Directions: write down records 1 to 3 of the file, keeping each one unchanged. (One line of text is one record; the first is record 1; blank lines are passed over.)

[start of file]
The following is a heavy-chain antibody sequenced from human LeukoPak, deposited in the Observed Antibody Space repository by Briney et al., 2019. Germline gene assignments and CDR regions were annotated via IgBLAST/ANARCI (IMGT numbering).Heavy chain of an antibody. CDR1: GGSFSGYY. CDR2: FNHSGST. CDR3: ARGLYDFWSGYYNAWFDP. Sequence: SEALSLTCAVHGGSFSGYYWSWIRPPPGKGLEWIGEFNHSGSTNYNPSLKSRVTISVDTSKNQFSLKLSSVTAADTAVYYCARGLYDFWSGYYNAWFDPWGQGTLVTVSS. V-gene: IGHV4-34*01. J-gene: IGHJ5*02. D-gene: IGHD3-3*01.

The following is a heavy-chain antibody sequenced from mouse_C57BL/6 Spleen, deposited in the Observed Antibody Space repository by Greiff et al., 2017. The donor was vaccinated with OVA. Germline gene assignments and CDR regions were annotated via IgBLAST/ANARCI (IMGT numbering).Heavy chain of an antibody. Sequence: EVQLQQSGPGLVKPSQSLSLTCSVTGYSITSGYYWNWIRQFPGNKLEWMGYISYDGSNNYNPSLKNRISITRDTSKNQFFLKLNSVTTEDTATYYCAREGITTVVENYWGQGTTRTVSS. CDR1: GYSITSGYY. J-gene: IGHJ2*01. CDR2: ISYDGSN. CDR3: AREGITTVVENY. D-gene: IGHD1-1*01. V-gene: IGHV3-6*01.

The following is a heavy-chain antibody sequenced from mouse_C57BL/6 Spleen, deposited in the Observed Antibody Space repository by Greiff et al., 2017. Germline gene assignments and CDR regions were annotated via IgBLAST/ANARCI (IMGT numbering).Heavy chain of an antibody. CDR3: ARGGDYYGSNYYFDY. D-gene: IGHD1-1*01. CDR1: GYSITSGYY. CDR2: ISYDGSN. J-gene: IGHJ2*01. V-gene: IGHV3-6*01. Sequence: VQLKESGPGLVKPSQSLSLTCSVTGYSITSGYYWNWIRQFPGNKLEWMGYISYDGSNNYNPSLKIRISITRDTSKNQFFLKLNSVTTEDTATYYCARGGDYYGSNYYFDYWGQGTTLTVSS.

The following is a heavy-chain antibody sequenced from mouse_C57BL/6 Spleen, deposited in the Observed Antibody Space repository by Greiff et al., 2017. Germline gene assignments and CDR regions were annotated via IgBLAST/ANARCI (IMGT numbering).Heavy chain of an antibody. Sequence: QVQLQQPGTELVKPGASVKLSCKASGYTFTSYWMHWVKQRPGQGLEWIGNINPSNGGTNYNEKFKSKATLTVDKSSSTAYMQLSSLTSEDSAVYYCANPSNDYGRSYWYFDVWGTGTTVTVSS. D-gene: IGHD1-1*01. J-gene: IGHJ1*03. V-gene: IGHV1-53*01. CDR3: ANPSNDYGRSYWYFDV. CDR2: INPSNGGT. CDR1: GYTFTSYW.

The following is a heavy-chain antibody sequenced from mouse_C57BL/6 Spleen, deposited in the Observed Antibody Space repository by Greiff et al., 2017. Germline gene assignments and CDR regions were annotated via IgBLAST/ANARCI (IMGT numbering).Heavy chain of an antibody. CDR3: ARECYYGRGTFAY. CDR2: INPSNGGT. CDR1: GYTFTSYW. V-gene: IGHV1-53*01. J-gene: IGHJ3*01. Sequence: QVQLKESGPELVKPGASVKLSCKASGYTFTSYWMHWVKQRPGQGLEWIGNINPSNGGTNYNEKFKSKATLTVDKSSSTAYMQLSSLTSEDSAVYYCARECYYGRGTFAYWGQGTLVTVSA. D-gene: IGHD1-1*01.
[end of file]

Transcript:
The following is a heavy-chain antibody sequenced from human LeukoPak, deposited in the Observed Antibody Space repository by Briney et al., 2019. Germline gene assignments and CDR regions were annotated via IgBLAST/ANARCI (IMGT numbering).Heavy chain of an antibody. CDR1: GGSFSGYY. CDR2: FNHSGST. CDR3: ARGLYDFWSGYYNAWFDP. Sequence: SEALSLTCAVHGGSFSGYYWSWIRPPPGKGLEWIGEFNHSGSTNYNPSLKSRVTISVDTSKNQFSLKLSSVTAADTAVYYCARGLYDFWSGYYNAWFDPWGQGTLVTVSS. V-gene: IGHV4-34*01. J-gene: IGHJ5*02. D-gene: IGHD3-3*01.

The following is a heavy-chain antibody sequenced from mouse_C57BL/6 Spleen, deposited in the Observed Antibody Space repository by Greiff et al., 2017. The donor was vaccinated with OVA. Germline gene assignments and CDR regions were annotated via IgBLAST/ANARCI (IMGT numbering).Heavy chain of an antibody. Sequence: EVQLQQSGPGLVKPSQSLSLTCSVTGYSITSGYYWNWIRQFPGNKLEWMGYISYDGSNNYNPSLKNRISITRDTSKNQFFLKLNSVTTEDTATYYCAREGITTVVENYWGQGTTRTVSS. CDR1: GYSITSGYY. J-gene: IGHJ2*01. CDR2: ISYDGSN. CDR3: AREGITTVVENY. D-gene: IGHD1-1*01. V-gene: IGHV3-6*01.

The following is a heavy-chain antibody sequenced from mouse_C57BL/6 Spleen, deposited in the Observed Antibody Space repository by Greiff et al., 2017. Germline gene assignments and CDR regions were annotated via IgBLAST/ANARCI (IMGT numbering).Heavy chain of an antibody. CDR3: ARGGDYYGSNYYFDY. D-gene: IGHD1-1*01. CDR1: GYSITSGYY. CDR2: ISYDGSN. J-gene: IGHJ2*01. V-gene: IGHV3-6*01. Sequence: VQLKESGPGLVKPSQSLSLTCSVTGYSITSGYYWNWIRQFPGNKLEWMGYISYDGSNNYNPSLKIRISITRDTSKNQFFLKLNSVTTEDTATYYCARGGDYYGSNYYFDYWGQGTTLTVSS.